EDITED WITH: iZotope RX, Wormhole, Adaptiverb, Modular, FabFilter, Waves, TC Electronics, Pro Tools.

    47 %
    Add to cart
  • The ‘Universal Emotes’ sound library is the largest collection of human voice reactions and emotions spanning across all ages and sexes.

    Ubiquitous Variety

    This comprehensive bundle totalizes 8771 files, more than 2850 unique sounds, recorded by 20 actors through more than 40 various actions and emotions.

    These sounds are meant to be as ubiquitous as possible, with no speech or actual wordings (only interjections and grunts).

    Meticulous edit and embedded metadatas

    Each of the 8771 files included are thoroughly edited, named and metatagged, making them easy to retrieve and ready to use!


    The meticulous categorization of the emotions follows the work of the professor/psychologist Robert Plutchik on the theory of emotions and its famous wheel helping us to distinguish and classify the variety of human being emotions.

    Thanks to “The Audioville” and “Vincent Fliniaux” for their support on the Edit and Metadata.

    This library comes with 2 download options included : the simple version 96KHz (1 simple file per sound), and the full version 192 Khz with 2 mics variations (2 files) per sound.

    What’s inside:
    • 20 folders, one for each actor
    • Women and men from 7 to 77 years old: children, teen, adult, elderly
    • Various grunts and efforts sounds: fight, strike, attack, ninja, hurt, pain, jump, lift, push, pull, choke, fall, die, …
    • +20 different emotions/reactions well-categorized : fear, happiness, anger, trust, agreement/disagreement, surprise, joy, disgust, sadness, admiration…
    • Miscellaneous actions: sneeze, gargle, eat, shiver, sip, cough, smack, slurp, hail,…
    • Thorough metadatas: precise description with each sound onomatopoeia (written pronunciation)
    24 %
    Add to cart
Explore the full, unique collection here

Latest sound effects libraries:
  • Here is a simple sound library that can prove to be useful.
    These are close perspective recordings of small click button of the real world (or some would say “analog” in differentiation from the digital world)
    Only small machines button, switch, press,… see file list for details.
    These sounds are well edited and ready to be used.

  • Welcome to a sound effects library dedicated to the sound of cows, outdoors in the field, as well as in the cowshed and more. The Cow SFX library was recorded at various distances and captures an abundance of mooing and cow movement, as well the sounds of equipment such as milking machines, metal grates and more.

    30 %
    Ends 1594332000
  • Grand prix circuit (a motorsport race track) FX sound library with sounds of the race and ambiance of the race including: near, mid and far field recordings as well as backstage/boxes ambiance etc.. Recorded in Automotodrom Grobnik, Croatia.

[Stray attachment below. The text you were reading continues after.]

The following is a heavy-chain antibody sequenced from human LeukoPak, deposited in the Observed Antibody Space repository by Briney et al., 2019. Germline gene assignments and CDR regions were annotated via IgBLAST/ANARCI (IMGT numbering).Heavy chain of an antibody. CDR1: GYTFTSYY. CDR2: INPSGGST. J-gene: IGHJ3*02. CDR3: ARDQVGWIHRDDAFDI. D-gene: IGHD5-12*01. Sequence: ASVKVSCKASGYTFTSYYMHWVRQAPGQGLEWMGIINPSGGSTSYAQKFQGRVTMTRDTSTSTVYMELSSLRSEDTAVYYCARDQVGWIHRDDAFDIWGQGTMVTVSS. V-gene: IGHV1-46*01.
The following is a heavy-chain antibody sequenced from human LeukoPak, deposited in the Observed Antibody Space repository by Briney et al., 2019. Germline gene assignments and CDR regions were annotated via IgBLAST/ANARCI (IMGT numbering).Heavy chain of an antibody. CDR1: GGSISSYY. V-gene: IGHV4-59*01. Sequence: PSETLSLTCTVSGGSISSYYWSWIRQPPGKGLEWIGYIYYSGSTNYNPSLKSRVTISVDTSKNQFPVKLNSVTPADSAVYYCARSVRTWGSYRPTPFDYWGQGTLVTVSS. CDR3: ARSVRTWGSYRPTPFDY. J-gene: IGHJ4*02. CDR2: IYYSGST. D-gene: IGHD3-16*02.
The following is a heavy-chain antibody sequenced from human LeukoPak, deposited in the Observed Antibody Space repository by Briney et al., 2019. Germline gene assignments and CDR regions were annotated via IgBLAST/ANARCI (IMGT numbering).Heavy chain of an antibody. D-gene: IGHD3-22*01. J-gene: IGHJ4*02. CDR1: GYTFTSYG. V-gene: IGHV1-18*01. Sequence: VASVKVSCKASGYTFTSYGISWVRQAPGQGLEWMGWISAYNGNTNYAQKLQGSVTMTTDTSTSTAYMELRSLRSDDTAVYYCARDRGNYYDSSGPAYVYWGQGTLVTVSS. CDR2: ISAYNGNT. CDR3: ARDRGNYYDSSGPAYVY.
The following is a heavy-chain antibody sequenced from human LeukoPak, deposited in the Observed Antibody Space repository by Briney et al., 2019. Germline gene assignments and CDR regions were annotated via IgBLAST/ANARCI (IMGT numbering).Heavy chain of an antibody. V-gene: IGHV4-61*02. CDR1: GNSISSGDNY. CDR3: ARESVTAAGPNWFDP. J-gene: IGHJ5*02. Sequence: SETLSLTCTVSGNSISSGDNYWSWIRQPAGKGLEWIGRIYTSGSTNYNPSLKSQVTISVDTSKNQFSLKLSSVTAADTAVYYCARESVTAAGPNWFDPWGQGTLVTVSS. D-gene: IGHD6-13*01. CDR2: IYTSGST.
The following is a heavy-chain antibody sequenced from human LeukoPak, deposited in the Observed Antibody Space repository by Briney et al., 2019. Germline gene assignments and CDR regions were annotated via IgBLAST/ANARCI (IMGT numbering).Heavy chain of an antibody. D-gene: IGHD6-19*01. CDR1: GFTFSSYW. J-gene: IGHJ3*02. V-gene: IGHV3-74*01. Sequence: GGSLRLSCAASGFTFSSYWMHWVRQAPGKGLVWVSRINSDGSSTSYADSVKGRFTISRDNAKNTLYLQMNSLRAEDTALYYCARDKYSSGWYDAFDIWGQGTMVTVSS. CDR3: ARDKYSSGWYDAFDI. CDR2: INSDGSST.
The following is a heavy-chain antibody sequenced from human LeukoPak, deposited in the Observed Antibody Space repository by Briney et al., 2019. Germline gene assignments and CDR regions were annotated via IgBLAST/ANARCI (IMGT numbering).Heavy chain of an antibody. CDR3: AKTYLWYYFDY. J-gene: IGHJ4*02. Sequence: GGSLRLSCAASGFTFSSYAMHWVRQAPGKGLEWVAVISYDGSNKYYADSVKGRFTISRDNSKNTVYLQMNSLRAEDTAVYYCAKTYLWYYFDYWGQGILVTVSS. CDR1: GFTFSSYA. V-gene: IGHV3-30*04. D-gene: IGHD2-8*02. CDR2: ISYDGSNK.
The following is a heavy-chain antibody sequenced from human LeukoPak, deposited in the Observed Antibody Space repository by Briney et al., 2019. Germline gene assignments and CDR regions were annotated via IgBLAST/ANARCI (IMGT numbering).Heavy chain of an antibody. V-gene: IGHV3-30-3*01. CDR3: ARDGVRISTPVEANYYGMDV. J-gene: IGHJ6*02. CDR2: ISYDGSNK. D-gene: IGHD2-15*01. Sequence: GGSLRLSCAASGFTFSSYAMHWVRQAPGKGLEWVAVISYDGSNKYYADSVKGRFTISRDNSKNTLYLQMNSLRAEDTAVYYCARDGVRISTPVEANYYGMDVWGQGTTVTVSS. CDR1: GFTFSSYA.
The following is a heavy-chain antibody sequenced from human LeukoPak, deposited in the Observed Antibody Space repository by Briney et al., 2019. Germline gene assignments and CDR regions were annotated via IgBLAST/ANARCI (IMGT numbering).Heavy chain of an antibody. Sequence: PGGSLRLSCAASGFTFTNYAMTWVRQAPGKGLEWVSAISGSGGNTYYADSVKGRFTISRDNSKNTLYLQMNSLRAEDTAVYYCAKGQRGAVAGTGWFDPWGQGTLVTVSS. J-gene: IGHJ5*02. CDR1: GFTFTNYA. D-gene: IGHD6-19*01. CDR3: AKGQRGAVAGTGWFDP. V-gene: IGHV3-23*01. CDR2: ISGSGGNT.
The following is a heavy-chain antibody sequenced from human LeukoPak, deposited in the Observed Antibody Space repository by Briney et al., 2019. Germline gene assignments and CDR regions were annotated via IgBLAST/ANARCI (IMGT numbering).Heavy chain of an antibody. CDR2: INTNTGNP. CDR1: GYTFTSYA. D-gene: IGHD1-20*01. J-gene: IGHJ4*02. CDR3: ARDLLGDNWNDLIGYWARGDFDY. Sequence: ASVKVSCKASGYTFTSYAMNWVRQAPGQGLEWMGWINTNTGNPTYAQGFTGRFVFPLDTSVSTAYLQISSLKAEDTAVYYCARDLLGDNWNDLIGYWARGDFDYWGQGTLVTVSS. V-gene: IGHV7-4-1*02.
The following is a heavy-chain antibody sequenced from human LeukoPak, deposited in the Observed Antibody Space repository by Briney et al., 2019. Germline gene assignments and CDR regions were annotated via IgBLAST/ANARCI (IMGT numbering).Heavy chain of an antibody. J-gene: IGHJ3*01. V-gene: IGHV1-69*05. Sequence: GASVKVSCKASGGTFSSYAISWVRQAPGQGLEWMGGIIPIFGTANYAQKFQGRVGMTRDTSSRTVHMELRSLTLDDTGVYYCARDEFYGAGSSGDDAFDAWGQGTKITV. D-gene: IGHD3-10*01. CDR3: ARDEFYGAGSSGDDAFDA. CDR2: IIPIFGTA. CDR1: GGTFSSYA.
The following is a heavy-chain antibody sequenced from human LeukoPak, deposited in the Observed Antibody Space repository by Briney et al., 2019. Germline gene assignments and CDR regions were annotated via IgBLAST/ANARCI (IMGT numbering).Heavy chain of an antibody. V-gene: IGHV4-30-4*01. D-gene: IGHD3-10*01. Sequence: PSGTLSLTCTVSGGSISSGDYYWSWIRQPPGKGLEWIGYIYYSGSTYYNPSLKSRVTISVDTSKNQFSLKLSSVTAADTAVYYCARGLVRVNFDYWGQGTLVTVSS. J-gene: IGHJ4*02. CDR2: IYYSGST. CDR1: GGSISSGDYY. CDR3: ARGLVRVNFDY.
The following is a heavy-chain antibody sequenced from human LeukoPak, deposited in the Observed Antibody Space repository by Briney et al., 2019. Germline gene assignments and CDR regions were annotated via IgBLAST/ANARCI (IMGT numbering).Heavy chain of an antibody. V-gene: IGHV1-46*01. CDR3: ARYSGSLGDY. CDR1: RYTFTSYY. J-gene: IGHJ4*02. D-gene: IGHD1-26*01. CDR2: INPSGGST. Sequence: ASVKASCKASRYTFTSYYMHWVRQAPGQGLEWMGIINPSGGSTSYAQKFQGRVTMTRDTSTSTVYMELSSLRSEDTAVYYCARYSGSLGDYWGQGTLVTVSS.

Metadata tagged with detail description of the mic placement/orientation, mic and mic technique used and object of recording. Check the track list for additional info.

    38 %
    Ends 1594331999
  • A compelling collection of ambiences captured in the cultural epicenter of Bali.

    Rural life, with various courtyards and soundscapes of this famed and splendid town.

  • Sonomar Collection: Abandoned is a sound effects library of 346 haunting atmospheres and location-specific recordings. Add authentic textures to your projects steeped in the acoustic properties of desolation and emptiness, or take advantage of the 96kHz sample rate to manipulate as source material for creative sound design.

    Armed with a wide array of stereo and Ambisonic microphones, sound designer and recordist Martin Pinsonnault (Big Little Lies, Dallas Buyers Club) and the team at Sonomar bravely ventured into the darkness, capturing sounds from three distinct abandoned buildings throughout Canada including an asylum, prison, and hospital.

    Abandoned Asylum contains 56 sounds including room tones, eerie footsteps and scattered debris movements.

    Abandoned Prison contains 118 sounds featuring jarring metallic impacts, prison door squeals and bleak ambiences.

    Abandoned Hospital contains 131 recordings of resonant ambiences, foley elements such as hospital bed rattles and surgeon’s tools, and haunting designs “”worldized”” through a guitar amp and re-recorded to capture the powerful essence of the location. This collection includes 24 ambisonic recordings that are also available in stereo, as well as 17 additional 5.1 surround sound files created from the source content.

    Each sound file is embedded with diligent metadata to help you find the exact sound effect you need with fast, pinpoint search. Enable creativity with detailed descriptions of each recording encompassing both literal sonic qualities as well as the images they invoke. Advanced metadata fields include translated French descriptions and additional info to ensure compatibility across any database search platform such as Soundminer, BaseHead, Netmix, Workspace (Pro Tools), Find Tool (Media Composer), Media Bay (Nuendo), Reaper, Adobe Premiere, and beyond.

    Key Features:

    • 346 sound effects (42.4GB)
    • 24-bit/96kHz broadcast .wav files
    • Descriptive embedded metadata
    • 100% Royalty-Free
The A Sound Effect newsletter gets you a wealth of exclusive stories and insights
+ free sounds with every issue:
Subscribe here for free SFX with every issue

Leave a Reply

Your email address will not be published. Required fields are marked *

HTML tags are not allowed.